Q1: To calculate Sthat for Figure 3, we need to know St, where St = exp(Xt) (TN1 (2.3)). If Xt ~ N(0,t) and n=5 t=10, does this imply that Xt~N(0,2)? Furthermore, if Xt~N(0,2) then is Xt=Zt x sqrt(2) where Zt ~ N(0,1). So, if my realization of Z is -.6, Xt = sqrt(2) x -.6 and St = exp(sqrt(2) x -.6). Or does Xt ~ N(0,t) imply that Xt = +sqrt(2) with prob =.5 and - sqrt(2) with prob = .5, so that if my realization from a random normal distribution is -.6, Xt = - sqrt(2) and St = exp(- sqrt(2)). If next period my realization of z = -.7 then is Xt = exp(- sqrt(2))* exp(- sqrt(2)). Hence X2 = exp(- sqrt(2))* exp(- sqrt(2)).

A: I am a little bit lost in this question. First, to compute Shat you DO NOT need St. The point of the exercise is exactly to see what is the difference between Shat and St.

So: you must do the following.

(1) Simulate one path for X(t). Suppose that T=10 and n=5, then t=2,4,6,8,10. If T=10 and n=100, then t=.1,.2,.3....,9.9,10
(2) Each X(t)-X(t-1)~N(0,T/n)
(3) This last can be approximated Either with the Binomial (+/- SqRoot(T/n) with Prob. 1/2) or with a nomal draw.

Now, GIVEN X(t)'s

(4) Compute S(t)=exp(X(t))
(5) Compute Shat(t) using the scheme 2.4.

Q2: TN1, page 20, does Euler assume u =1/2 or 0 and s = 1
A: No: Euler assumes that X(i)-X(i-1) is Normally distributed: hence, the u and d are not there anymore (those were for the binomial approximation)

Q3: How does TN1 2.2 compare to TN1 2.10. In particular is the term X(i) - X(i-1) the same for both equations, i.e., +sqrt(t/n) with prob = 1/2 and -sqrt(t/n) with prob = 1/2?
A: The X(i)-X(i-1) are either discrete (2.2) or normally distributed (2.10)

Q: In TN1, expression 2.7: shouldn't it be p=(exp(mu delta) - d)/(u-d)? Also, the expression for u shouldn't it be exp(sigma sqrt(delta)), and not exp(sigma^2 sqrt(delta))?

A: YES: Thank you for catching the typos.

Q: In TN#1, I have a question about the Milstein Approx: doesn't the term {[X(i) - X(i-1)]^2-delta} = 0?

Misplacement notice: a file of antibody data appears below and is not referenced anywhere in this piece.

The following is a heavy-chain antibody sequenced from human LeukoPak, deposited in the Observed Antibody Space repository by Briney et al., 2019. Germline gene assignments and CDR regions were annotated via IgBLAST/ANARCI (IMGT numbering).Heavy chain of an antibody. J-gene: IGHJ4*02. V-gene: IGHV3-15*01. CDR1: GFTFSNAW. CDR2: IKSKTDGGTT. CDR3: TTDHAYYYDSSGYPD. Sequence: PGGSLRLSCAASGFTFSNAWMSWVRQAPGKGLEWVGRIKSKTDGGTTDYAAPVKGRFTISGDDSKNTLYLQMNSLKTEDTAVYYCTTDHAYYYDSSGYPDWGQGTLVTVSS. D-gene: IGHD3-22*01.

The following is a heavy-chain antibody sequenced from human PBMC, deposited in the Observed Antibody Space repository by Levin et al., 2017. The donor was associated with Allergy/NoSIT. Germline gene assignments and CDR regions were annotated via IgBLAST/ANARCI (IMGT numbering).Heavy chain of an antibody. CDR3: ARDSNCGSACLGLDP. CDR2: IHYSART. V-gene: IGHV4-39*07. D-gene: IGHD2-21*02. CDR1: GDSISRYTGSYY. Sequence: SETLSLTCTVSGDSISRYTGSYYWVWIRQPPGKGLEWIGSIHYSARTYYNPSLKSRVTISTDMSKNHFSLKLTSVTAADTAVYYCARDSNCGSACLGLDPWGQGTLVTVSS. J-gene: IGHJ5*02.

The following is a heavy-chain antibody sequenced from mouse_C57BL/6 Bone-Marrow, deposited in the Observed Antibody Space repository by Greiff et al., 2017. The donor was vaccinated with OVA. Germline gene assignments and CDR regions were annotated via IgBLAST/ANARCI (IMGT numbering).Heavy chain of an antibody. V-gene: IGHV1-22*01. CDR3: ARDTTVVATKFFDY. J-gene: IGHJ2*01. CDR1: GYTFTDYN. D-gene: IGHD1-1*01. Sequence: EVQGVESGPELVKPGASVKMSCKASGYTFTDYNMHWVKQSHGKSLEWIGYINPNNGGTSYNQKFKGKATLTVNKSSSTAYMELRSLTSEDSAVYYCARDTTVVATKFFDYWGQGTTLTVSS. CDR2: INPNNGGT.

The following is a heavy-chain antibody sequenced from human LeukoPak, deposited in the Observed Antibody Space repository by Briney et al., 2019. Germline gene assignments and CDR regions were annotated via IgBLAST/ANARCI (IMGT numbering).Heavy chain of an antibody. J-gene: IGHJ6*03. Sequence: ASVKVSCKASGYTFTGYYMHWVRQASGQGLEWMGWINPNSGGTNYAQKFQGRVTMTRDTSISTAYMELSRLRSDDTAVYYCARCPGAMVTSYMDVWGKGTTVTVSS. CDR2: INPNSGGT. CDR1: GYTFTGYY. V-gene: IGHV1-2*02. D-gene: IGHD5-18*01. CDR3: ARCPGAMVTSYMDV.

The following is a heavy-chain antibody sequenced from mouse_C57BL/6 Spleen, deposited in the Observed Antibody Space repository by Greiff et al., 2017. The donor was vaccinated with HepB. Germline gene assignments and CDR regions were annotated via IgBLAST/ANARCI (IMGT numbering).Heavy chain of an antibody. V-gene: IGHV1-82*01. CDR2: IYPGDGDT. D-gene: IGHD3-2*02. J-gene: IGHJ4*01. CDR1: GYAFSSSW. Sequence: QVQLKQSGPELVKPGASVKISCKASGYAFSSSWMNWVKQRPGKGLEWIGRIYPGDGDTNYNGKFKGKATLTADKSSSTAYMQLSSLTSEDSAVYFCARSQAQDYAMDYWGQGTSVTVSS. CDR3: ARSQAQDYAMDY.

since X(i) - X(i-1) = +/- sqrt(t/n) and therefore [X(i) - X(i-1)]^2 = t/n BUT delta is also defined as t/n.

If so, the 2nd part of the Milstein scheme disappears, and it's the same as Euler.

A: You are right if you approximate the B< using a discrete scheme. If you use a normal distribution to approximate draws from a BM then the two schemes are different and the Milstein works better.

Q : Is minitab applicable?
A : I went to check minitab and it does not have a maximization routine. I.e., you cannot do Max. Likelihood. For the exercise in the first homework, it is not a problem because you can use OLS. To estimate a GARCH model (that is, a stochastic volatility model) you won't be able to use regressions. You need to start looking at other things, such as S-plus, Matlab, Mathematica etc. Unfortunately, none of these are in the computer lab.

Q : Professor Veronesi,

I am familiar with Gauss and, to a lesser extent S-Plus, but I am considering buying Matlab since it can do everything in one package. I'm checking out the add-on products; you mentioned the Optimization Toolbox in class this evening, and there is also a Financial Toolbox, a Partial Differential Equation Toolbox, and a Statistics Toolbox, anf course many others but these seem to be likely candidates for being useful in this class. Which of these do you recommend?
A : I can tell you what I use: I use frequently the Maximization Toolbox and the Statistics Toolbox. I do not have the PDE solver and do not have any idea whether it is good or bad. It is not necessary to buy it for course for sure, given that some techniques are in Wilmott book. On the other hand, if your work involve obtaining frequently the solution to PDE, then it could be useful. The Financial Toobox improved a lot: I never use it (but I have it) because I like to program things, but if you are lazy, it could be very useful. Basically, it contains a lot of standard stuff (like the financial functions in Excel) plus binomial trees, BS option pricing and a little more than that. If you instead do a lot of fixed income, the Spline toolbox can become handy to interpolate the yield curve etc.

### E-mail to the class: 01/05/00

Hi all,

A couple of points.

(1) In Homework 1, solve the econometric exercise using only one method, of your choice. Remember though that even if for this exercise you will be able to use both OLS and MLE, for future exercises OLS may not be a possibility. You may want to start to look on ways to get MLE estimates.

(2) Some asked me about Matlab. There is a student edition which is very powerful (MATLAB is not restricted in any way) and costs \$99.00. It cannot be bought through bookstores but it can be ordered from their OnLine Store. Although you won't need anything else for this course, you could also get other toolboxes for \$59 each. These are quite usefull, as well. You can check the information on the website: http://www.mathworks.com/products/studentversion/index.shtml If you need to learn something, this is what I would learn. Of course, if you already know S-plus or VBA or anything else, you are welcome to use whatever you like. The coding using matlab is way easier than using VBA, so it would also be easier to perform the solutions of the various numerical procedures needed to solve our problems. (Examples of these codes are in Wilmott's CDrom as well). Hope you are going to have fun! Best, Pietro

Last updated 12/11/97